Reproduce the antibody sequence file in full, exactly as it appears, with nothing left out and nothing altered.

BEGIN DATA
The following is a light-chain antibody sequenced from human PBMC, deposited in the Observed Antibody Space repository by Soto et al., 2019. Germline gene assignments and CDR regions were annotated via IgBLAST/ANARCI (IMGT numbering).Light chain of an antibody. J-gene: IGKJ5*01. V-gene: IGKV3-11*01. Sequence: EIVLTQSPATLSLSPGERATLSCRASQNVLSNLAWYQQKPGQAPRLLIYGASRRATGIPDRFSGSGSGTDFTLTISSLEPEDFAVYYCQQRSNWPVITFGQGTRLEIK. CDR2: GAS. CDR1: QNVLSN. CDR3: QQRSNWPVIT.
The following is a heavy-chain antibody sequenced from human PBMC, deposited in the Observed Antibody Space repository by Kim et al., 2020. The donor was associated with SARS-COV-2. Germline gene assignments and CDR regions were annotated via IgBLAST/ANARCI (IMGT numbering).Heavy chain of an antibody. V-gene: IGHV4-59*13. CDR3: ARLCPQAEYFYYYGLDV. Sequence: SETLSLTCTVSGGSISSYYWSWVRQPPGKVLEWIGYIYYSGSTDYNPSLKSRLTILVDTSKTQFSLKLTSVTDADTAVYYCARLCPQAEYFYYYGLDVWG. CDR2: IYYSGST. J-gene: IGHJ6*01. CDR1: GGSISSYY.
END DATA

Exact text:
The following is a light-chain antibody sequenced from human PBMC, deposited in the Observed Antibody Space repository by Soto et al., 2019. Germline gene assignments and CDR regions were annotated via IgBLAST/ANARCI (IMGT numbering).Light chain of an antibody. J-gene: IGKJ5*01. V-gene: IGKV3-11*01. Sequence: EIVLTQSPATLSLSPGERATLSCRASQNVLSNLAWYQQKPGQAPRLLIYGASRRATGIPDRFSGSGSGTDFTLTISSLEPEDFAVYYCQQRSNWPVITFGQGTRLEIK. CDR2: GAS. CDR1: QNVLSN. CDR3: QQRSNWPVIT.
The following is a heavy-chain antibody sequenced from human PBMC, deposited in the Observed Antibody Space repository by Kim et al., 2020. The donor was associated with SARS-COV-2. Germline gene assignments and CDR regions were annotated via IgBLAST/ANARCI (IMGT numbering).Heavy chain of an antibody. V-gene: IGHV4-59*13. CDR3: ARLCPQAEYFYYYGLDV. Sequence: SETLSLTCTVSGGSISSYYWSWVRQPPGKVLEWIGYIYYSGSTDYNPSLKSRLTILVDTSKTQFSLKLTSVTDADTAVYYCARLCPQAEYFYYYGLDVWG. CDR2: IYYSGST. J-gene: IGHJ6*01. CDR1: GGSISSYY.